Friday, January 19, 2018

City of Colorado Springs settles female police officer lawsuit for $2.5 million

Posted By on Fri, Jan 19, 2018 at 5:31 PM

Here's a statement from the female officers' attorney, Donna Dell O'lio:
On January 19, 2018 the City of Colorado Springs settled a sex discrimination lawsuit brought by twelve women police officers. The women claimed that the City’s physical abilities test discriminated against them and was not related to their jobs.
Last July federal District Judge Richard Matsch agreed with the women finding that the Colorado Springs Police Department’s physical abilities test violated Title VII of the Civil Rights Act of 1964, a federal anti‐ discrimination law.
The settlement ends two and one‐half years of litigation.
Donna Dell’Olio, attorney for the women, said that “ The Judge’s ruling and the size of the settlement should discourage other police departments from adopting similar tests that discriminate against women.”
“These 12 police women have made great contributions to the City of Colorado Springs and the Colorado Springs Police Department and will continue to do so.”
“The women have acted bravely to stop a practice that demoralized them and discouraged the retention of women in the police department.”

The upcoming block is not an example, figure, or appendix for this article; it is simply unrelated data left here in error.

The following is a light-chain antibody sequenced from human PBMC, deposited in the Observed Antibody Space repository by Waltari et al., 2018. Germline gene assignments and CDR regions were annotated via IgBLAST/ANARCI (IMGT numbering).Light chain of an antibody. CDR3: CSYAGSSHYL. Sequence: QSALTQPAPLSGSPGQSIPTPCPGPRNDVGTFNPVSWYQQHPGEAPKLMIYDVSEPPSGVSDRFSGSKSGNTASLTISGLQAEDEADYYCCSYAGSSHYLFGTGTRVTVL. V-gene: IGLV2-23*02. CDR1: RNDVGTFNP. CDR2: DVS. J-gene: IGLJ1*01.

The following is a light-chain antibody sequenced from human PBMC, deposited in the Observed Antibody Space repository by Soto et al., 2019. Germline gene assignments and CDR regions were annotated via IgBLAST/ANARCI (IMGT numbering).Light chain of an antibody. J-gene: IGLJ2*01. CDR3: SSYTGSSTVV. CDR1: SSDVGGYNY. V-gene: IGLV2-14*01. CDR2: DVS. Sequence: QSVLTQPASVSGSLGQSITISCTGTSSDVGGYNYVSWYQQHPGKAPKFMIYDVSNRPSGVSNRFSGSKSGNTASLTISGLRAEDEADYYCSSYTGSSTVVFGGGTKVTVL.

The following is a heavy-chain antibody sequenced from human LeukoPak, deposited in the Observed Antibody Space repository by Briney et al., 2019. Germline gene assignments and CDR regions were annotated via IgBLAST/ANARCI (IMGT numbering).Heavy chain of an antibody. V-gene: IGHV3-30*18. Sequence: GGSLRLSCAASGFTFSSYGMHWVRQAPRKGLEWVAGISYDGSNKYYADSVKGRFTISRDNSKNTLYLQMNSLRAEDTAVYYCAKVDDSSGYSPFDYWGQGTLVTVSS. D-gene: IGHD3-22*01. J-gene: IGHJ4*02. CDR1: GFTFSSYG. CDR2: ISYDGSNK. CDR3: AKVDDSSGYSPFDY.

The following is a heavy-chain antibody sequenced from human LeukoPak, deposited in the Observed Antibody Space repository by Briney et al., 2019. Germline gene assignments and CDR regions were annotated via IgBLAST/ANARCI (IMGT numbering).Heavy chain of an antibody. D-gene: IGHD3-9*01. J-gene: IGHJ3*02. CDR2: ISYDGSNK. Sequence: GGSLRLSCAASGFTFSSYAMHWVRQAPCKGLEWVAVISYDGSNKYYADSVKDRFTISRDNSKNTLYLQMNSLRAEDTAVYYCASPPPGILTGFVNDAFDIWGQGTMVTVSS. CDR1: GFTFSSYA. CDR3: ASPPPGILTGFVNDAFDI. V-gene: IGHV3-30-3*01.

“Their purpose was always to stop a discriminatory practice from gaining a foot hold and spreading to other police departments. With Judge Matsch’s ruling and the substantial settlement they have achieved a great victory for women.”

————————ORIGINAL POST 5:30 P.M. Friday, Jan. 19——————-

The city of Colorado Springs has settled a federal lawsuit with a dozen current and former female police officers over a physical abilities test the officers alleged was unfair to women.
  • Illustration by Dustin Glanz
The settlement comes after a key decision in the case was issued in July. That's when U.S. District Judge Richard Matsch ruled that a Physical Abilities Test (PAT) used by the Colorado Springs Police Department in 2014 to determine officers’ fitness for duty discriminated against women.

The city asked the court to reconsider the ruling, a necessary step before appealing it to the 10th Circuit Court of Appeals.

Now we learn the city has decided to have its insurance carriers pay nearly $2.5 million to settle the case. Of that, $882,054 will be paid to the officers' attorneys at Cornish & Dell O'lio of Colorado Springs. The remainder will be split among the dozen plaintiffs, meaning that if divided equally, each would receive $132,441.

As of 2015, the city had paid dearly to defend against the lawsuit, as we reported here. And that tab didn't include court time for hearings along the way.

Here's the upshot of why the city settled:
... defending the lawsuit is a drain on City resources. After considering numerous factors, including the tremendous amount of sworn and civilian employee time involved in a U.S. District Court jury trial in Denver, the length of appellate processes, and the existence of insurance coverage for monetary amounts paid to the Plaintiffs and their attorneys, it was determined that settlement was in the best interests of the City.
The lead attorney for the female officers, Donna Dell O'lio, could not be reached for comment.

Here's the city's full press release:

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